Counterparties

March 27, 2012

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Here’s what we know about the housing market: You need some place to live and you have increasingly crappy options.

Renting, it turns out, is basically still expensive. If you’re inclined to buy a home, first check out David Leonhardt’s fantastic rent vs buy calculator, and then gird yourself to contend with a stream of ominous news. You can start with today’s Case-Shiller results (PDF), which indicate that home prices fell back to 2003 levels in January.

Of course, you won’t make your home-buying decisions based on national averages. No, Discerning Potential Home Buyer, you know that all real estate is local and can see, for example, that home prices in Atlanta fell 14.8% in the last year and that even coastal-elite-friendly enclaves like New York and San Francisco fell 2.9% and 5.9% respectively.

There’s been no shortage of housing bottom calls of late, including from Calculated Risk, Barron’s, Karl Smith at Modeled Behavior and a sometime-this-year prediction from BofA Merrill Lynch. (Please ignore Jim Cramer’s housing bottom call from June 2009.)

A market bottoming-out never intuitively feels like a buying opportunity, certainly not with 28% of all mortgaged homes underwater, reports of rising foreclosures in some of the country’s most populous areas and Shiller himself recently saying he doesn’t see “any reason to think that prices are going to start heading up dramatically now.”

So renters can console themselves with the fact that homes could very well be terrible investments, especially if your beloved hometown has “insufficient permanent employment to justify a constant level of demand for new housing stock.” One man’s perfectly timed purchase is another man’s financially crippling, several-hundred-thousand-dollar money pit.

On that note of searing optimism, on to today’s links.

Legalese
Toobin: Obamacare “looks like it’s going to be struck down” – HuffPost
It’s up to Kennedy, and don’t rush to judgment on the court’s ruling – SCOTUS Blog
The small-business lobby’s million-dollar legal assault against Obamacare – WSJ

Alpha
Since 1998, only 3 percent of hedge fund profits have gone to investors – FalkenBlog

Politicking
Meet Romney’s hedge fund kingmaker, who says Argentina owes him $2 billion – Fortune
Related: Money Men – The 46 top Super PAC contributors – CNN Money

Mercenaries
Private debt collectors made $1 billion working for the Department of Education last year – Bloomberg

Oxpeckers
Don’t build a paywall, just build a “velvet rope” – GigaOm

Promising
One drug to shrink all tumors – Science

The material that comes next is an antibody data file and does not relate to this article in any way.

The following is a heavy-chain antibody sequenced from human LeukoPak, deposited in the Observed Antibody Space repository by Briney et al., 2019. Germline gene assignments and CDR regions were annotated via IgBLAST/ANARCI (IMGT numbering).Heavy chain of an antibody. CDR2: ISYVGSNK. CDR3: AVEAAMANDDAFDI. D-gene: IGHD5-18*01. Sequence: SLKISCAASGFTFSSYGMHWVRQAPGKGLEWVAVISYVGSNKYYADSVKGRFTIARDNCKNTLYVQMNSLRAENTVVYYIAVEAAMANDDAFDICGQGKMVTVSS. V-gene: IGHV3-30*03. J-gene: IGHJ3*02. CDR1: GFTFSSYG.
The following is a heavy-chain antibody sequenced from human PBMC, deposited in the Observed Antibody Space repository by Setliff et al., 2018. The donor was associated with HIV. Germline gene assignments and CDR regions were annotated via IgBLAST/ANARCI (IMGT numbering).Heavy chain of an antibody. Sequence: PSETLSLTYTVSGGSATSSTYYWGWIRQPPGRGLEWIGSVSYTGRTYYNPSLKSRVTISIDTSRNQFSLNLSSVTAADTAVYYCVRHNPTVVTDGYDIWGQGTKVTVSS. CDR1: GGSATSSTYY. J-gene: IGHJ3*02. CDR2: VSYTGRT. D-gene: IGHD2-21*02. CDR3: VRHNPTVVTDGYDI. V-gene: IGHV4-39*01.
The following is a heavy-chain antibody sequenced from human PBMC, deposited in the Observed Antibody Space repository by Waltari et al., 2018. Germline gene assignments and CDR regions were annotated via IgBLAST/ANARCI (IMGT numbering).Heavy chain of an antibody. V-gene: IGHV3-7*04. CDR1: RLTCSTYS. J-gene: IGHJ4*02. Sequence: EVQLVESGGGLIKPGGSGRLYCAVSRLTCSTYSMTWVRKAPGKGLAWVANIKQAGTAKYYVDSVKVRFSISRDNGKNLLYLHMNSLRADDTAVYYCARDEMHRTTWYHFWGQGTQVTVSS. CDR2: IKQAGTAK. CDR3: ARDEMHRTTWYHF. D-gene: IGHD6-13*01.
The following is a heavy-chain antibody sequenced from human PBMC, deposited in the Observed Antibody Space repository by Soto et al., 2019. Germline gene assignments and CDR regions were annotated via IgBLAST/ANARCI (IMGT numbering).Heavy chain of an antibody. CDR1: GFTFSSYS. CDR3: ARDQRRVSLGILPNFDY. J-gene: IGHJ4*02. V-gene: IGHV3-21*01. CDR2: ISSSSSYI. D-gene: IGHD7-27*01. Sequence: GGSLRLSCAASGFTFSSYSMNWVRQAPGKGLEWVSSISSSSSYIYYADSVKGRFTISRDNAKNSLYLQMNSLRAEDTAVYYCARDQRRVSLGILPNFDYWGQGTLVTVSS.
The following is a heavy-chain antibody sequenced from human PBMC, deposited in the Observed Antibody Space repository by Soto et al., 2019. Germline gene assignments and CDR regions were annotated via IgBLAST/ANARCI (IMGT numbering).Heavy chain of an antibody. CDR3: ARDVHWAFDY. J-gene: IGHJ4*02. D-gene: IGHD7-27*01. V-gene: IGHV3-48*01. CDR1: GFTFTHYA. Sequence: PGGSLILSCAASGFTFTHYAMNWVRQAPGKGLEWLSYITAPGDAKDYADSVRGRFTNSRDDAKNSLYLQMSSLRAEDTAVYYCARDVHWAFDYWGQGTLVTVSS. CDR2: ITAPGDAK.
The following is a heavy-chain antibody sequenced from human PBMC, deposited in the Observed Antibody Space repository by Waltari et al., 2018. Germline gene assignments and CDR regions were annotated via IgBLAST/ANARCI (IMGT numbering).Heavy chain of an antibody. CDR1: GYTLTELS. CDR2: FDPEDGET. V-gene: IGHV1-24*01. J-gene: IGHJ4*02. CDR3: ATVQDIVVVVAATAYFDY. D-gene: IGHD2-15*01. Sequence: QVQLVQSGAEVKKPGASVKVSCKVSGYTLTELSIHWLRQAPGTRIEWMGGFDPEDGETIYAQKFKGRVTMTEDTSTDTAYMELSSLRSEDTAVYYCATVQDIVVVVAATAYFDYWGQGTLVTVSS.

Investigations
DSK charged in French prostitution case – WashPo

Depressing
Early retirement leads to increased mortality rates – VoxEU

Old Normal
Big and Cheap: How the Depression created 20th century American food – Bloomberg

EU Mess
There are now real worries that the European model of banking is fundamentally broken – WSJ

UGH
The Federal guarantor of $1.1 trillion in mortgages may need a bailout – Bloomberg

The Greg Smith Files
Help name a post-apocalyptic, dystopian coming-of-age thriller inspired by puppets – Dealbreaker

Wonks
How the behavioral economics idea of the “nudge” could improve public policy – Economist
A great primer on Minsky’s “Financial Instability Hypothesis” – Economonitor

Popular Myths

Low taxes do not spur economic growth – Social Science Research Network

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And, of course, there are many more links at Counterparties.

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Comments
3 comments so far

Spooky looking Case-Shiller chart – an intact sequence of lower highs and lower lows. Does it go test the long-term support at 75? Is there a single bank in the US that could survive the experience if it did?

Posted by MrRFox | Report as abusive

75 is not a realistic long term number here. If you assume housing prices follow general inflation it would put you at an index of 130 at the end of 2011. So on a real basis, we seem to have gotten back to trend. The right value could be a bit higher or lower based on whether you thought housing was under/over valued in 2000 or if you think there’s a good reason housing wouldn’t track overall inflation.

Posted by Dan_K | Report as abusive

“75 is not a realistic long term number here. If you assume housing prices follow general inflation it would put you at an index of 130 at the end of 2011. So on a real basis, we seem to have gotten back to trend.” (DanK)

Well, ‘long as you’re sure “Happy Days Are Here Again”, I guess we can all relax. And write puts against Cash-Shiller??

Posted by MrRFox | Report as abusive
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